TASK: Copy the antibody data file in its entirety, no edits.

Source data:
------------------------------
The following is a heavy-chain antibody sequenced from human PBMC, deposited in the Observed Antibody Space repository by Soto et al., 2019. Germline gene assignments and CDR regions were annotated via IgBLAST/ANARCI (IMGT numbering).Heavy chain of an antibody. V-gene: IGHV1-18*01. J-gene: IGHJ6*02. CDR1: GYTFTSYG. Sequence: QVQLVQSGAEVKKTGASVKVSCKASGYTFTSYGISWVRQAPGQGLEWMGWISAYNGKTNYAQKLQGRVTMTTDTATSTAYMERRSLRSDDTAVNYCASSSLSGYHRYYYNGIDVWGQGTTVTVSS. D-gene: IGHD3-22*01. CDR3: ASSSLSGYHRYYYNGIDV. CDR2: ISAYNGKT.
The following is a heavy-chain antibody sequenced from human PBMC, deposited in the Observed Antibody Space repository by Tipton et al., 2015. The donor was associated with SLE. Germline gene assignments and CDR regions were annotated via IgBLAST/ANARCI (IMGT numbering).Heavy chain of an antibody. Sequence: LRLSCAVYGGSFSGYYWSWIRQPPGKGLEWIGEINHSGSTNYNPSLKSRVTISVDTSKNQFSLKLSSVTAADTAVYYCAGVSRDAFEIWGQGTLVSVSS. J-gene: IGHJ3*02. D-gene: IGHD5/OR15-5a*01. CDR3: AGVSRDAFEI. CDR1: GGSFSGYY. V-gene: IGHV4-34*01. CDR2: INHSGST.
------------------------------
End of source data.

The following is a heavy-chain antibody sequenced from human PBMC, deposited in the Observed Antibody Space repository by Soto et al., 2019. Germline gene assignments and CDR regions were annotated via IgBLAST/ANARCI (IMGT numbering).Heavy chain of an antibody. V-gene: IGHV1-18*01. J-gene: IGHJ6*02. CDR1: GYTFTSYG. Sequence: QVQLVQSGAEVKKTGASVKVSCKASGYTFTSYGISWVRQAPGQGLEWMGWISAYNGKTNYAQKLQGRVTMTTDTATSTAYMERRSLRSDDTAVNYCASSSLSGYHRYYYNGIDVWGQGTTVTVSS. D-gene: IGHD3-22*01. CDR3: ASSSLSGYHRYYYNGIDV. CDR2: ISAYNGKT.
The following is a heavy-chain antibody sequenced from human PBMC, deposited in the Observed Antibody Space repository by Tipton et al., 2015. The donor was associated with SLE. Germline gene assignments and CDR regions were annotated via IgBLAST/ANARCI (IMGT numbering).Heavy chain of an antibody. Sequence: LRLSCAVYGGSFSGYYWSWIRQPPGKGLEWIGEINHSGSTNYNPSLKSRVTISVDTSKNQFSLKLSSVTAADTAVYYCAGVSRDAFEIWGQGTLVSVSS. J-gene: IGHJ3*02. D-gene: IGHD5/OR15-5a*01. CDR3: AGVSRDAFEI. CDR1: GGSFSGYY. V-gene: IGHV4-34*01. CDR2: INHSGST.